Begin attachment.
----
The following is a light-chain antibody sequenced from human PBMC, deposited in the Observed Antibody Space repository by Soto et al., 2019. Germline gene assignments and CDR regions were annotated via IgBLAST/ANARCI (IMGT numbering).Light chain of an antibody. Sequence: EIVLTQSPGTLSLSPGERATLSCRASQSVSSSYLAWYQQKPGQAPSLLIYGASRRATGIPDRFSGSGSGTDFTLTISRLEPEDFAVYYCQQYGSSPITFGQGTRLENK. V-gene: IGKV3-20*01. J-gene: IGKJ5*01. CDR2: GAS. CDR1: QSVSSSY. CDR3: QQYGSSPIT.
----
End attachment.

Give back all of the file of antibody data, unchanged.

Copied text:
The following is a light-chain antibody sequenced from human PBMC, deposited in the Observed Antibody Space repository by Soto et al., 2019. Germline gene assignments and CDR regions were annotated via IgBLAST/ANARCI (IMGT numbering).Light chain of an antibody. Sequence: EIVLTQSPGTLSLSPGERATLSCRASQSVSSSYLAWYQQKPGQAPSLLIYGASRRATGIPDRFSGSGSGTDFTLTISRLEPEDFAVYYCQQYGSSPITFGQGTRLENK. V-gene: IGKV3-20*01. J-gene: IGKJ5*01. CDR2: GAS. CDR1: QSVSSSY. CDR3: QQYGSSPIT.